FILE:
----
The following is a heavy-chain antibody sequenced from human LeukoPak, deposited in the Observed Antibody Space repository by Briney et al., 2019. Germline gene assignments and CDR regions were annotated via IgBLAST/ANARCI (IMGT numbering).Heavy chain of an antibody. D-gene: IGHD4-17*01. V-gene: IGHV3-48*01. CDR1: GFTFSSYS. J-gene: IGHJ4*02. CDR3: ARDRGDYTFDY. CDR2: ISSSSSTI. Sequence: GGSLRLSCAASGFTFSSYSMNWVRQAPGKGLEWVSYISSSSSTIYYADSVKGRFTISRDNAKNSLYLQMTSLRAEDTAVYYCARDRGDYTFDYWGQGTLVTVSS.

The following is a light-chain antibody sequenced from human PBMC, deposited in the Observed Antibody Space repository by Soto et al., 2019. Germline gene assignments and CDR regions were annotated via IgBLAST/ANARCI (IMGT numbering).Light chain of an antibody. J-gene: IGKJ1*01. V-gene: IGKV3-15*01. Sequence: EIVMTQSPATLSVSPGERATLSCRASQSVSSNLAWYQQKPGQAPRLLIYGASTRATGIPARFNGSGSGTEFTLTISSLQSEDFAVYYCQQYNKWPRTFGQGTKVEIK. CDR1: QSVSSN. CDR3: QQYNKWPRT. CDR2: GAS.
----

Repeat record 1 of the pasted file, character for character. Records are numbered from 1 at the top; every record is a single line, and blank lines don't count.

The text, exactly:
The following is a heavy-chain antibody sequenced from human LeukoPak, deposited in the Observed Antibody Space repository by Briney et al., 2019. Germline gene assignments and CDR regions were annotated via IgBLAST/ANARCI (IMGT numbering).Heavy chain of an antibody. D-gene: IGHD4-17*01. V-gene: IGHV3-48*01. CDR1: GFTFSSYS. J-gene: IGHJ4*02. CDR3: ARDRGDYTFDY. CDR2: ISSSSSTI. Sequence: GGSLRLSCAASGFTFSSYSMNWVRQAPGKGLEWVSYISSSSSTIYYADSVKGRFTISRDNAKNSLYLQMTSLRAEDTAVYYCARDRGDYTFDYWGQGTLVTVSS.